The origins of chocolate can be traced back to the ancient Mayan and Aztec civilisations in Central America. 'Theobroma Cacao', meaning 'Food of the Gods', was prized for centuries.
The Chocolate Making Process
a) Harvesting - Farmer
The chocolate making process process begins with harvesting; ripe cocoa pods are normally harvested twice a year and the techniques used, geography, soil type and climatic conditions directly impacts the beans and the chocolate’s flavour profile.
b) Fermenting - Farmer
During the fermenting process the pods and pulp are placed into large wooden containers, where the pulp is allowed to ferment for five to seven days. This is the first stage in developing the flavour of the chocolate.
c) Drying - Farmer
After fermentation, the beans are dried by spreading out in the sun, after which the beans are packed into into sacks and transported around the world.
d) Roasting - Chocolate Maker
The process and equipment used to roast the beans vary considerably from chocolate maker to chocolate maker.
e) Cracking & Winnowing - Chocolate Maker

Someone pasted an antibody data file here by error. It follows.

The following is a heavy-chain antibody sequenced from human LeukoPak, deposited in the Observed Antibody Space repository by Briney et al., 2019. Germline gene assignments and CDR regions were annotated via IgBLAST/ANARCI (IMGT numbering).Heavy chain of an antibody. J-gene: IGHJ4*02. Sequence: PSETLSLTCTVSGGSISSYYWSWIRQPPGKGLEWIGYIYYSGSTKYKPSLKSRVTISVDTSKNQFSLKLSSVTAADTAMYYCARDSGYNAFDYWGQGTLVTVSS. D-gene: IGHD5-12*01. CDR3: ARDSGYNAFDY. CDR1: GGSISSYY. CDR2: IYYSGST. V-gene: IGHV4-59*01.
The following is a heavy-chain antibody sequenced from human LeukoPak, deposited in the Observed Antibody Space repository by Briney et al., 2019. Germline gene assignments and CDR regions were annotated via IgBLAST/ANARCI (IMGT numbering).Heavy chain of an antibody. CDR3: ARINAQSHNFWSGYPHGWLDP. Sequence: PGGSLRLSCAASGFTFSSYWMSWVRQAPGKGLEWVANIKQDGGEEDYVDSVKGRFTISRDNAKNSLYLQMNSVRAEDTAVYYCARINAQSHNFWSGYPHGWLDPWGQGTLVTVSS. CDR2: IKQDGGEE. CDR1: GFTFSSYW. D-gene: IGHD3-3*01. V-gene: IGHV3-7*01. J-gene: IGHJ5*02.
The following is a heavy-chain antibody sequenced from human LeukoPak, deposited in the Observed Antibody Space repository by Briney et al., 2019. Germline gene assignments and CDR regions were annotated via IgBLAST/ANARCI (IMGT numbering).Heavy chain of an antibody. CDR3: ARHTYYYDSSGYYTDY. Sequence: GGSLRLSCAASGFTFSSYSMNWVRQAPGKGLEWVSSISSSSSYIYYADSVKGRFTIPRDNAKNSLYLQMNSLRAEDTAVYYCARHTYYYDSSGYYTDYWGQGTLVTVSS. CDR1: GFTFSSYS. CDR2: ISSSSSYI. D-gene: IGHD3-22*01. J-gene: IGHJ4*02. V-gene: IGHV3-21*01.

The roasted cocoa beans are then cracked open and the shell is removed in a process called winnowing. This leaves behind pure cocoa beans, known as "nibs".
f) Grinding and Conching - Chocolate Maker
The cocoa nibs are ground with stone rollers to result in cocoa mass. This pure, unrefined form of chocolate contains both cocoa solids (the chocolatey part) and cocoa butter (the natural fat present in the bean); both are used in Artisan and Bean to Bar chocolates.
Tempering ensures great chocolate have a shiny finish and a good “snap” – that clean clicking sound when you break a piece off. Tempering is a quality control process of raising and lowering the temperature of the chocolate. tempering can be done by hand or by tempering machines.
The final step in the chocolate making process is where artisan and specialist chocolate makers pour the melted chocolate by hand into bar-shaped moulds and wrap them individually for sale to the public.
Image from Chocolate Noise